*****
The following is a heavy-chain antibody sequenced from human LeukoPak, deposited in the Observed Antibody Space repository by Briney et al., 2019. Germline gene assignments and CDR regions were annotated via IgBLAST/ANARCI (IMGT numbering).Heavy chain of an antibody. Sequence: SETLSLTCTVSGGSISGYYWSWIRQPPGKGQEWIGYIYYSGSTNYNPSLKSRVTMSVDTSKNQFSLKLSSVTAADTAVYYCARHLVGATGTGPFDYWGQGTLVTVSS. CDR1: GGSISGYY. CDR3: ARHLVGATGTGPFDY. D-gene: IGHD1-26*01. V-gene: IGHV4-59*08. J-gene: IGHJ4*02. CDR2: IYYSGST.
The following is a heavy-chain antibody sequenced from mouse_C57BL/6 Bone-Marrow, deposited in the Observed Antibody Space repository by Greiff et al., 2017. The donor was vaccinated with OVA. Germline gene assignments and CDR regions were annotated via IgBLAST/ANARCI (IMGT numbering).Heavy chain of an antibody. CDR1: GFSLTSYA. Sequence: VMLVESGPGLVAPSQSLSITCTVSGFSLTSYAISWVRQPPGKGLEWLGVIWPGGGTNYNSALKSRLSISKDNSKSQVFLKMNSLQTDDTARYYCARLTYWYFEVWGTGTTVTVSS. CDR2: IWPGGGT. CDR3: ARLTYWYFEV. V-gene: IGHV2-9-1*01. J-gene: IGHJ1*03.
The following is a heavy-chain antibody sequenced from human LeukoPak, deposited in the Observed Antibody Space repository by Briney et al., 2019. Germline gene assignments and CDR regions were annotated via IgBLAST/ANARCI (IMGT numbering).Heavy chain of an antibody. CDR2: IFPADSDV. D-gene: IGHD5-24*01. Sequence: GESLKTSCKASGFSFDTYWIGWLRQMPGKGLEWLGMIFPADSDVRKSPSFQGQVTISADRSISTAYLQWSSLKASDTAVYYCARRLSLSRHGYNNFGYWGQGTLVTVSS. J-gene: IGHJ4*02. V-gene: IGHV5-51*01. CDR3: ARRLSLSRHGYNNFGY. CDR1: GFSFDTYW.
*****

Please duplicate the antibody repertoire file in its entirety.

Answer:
The following is a heavy-chain antibody sequenced from human LeukoPak, deposited in the Observed Antibody Space repository by Briney et al., 2019. Germline gene assignments and CDR regions were annotated via IgBLAST/ANARCI (IMGT numbering).Heavy chain of an antibody. Sequence: SETLSLTCTVSGGSISGYYWSWIRQPPGKGQEWIGYIYYSGSTNYNPSLKSRVTMSVDTSKNQFSLKLSSVTAADTAVYYCARHLVGATGTGPFDYWGQGTLVTVSS. CDR1: GGSISGYY. CDR3: ARHLVGATGTGPFDY. D-gene: IGHD1-26*01. V-gene: IGHV4-59*08. J-gene: IGHJ4*02. CDR2: IYYSGST.
The following is a heavy-chain antibody sequenced from mouse_C57BL/6 Bone-Marrow, deposited in the Observed Antibody Space repository by Greiff et al., 2017. The donor was vaccinated with OVA. Germline gene assignments and CDR regions were annotated via IgBLAST/ANARCI (IMGT numbering).Heavy chain of an antibody. CDR1: GFSLTSYA. Sequence: VMLVESGPGLVAPSQSLSITCTVSGFSLTSYAISWVRQPPGKGLEWLGVIWPGGGTNYNSALKSRLSISKDNSKSQVFLKMNSLQTDDTARYYCARLTYWYFEVWGTGTTVTVSS. CDR2: IWPGGGT. CDR3: ARLTYWYFEV. V-gene: IGHV2-9-1*01. J-gene: IGHJ1*03.
The following is a heavy-chain antibody sequenced from human LeukoPak, deposited in the Observed Antibody Space repository by Briney et al., 2019. Germline gene assignments and CDR regions were annotated via IgBLAST/ANARCI (IMGT numbering).Heavy chain of an antibody. CDR2: IFPADSDV. D-gene: IGHD5-24*01. Sequence: GESLKTSCKASGFSFDTYWIGWLRQMPGKGLEWLGMIFPADSDVRKSPSFQGQVTISADRSISTAYLQWSSLKASDTAVYYCARRLSLSRHGYNNFGYWGQGTLVTVSS. J-gene: IGHJ4*02. V-gene: IGHV5-51*01. CDR3: ARRLSLSRHGYNNFGY. CDR1: GFSFDTYW.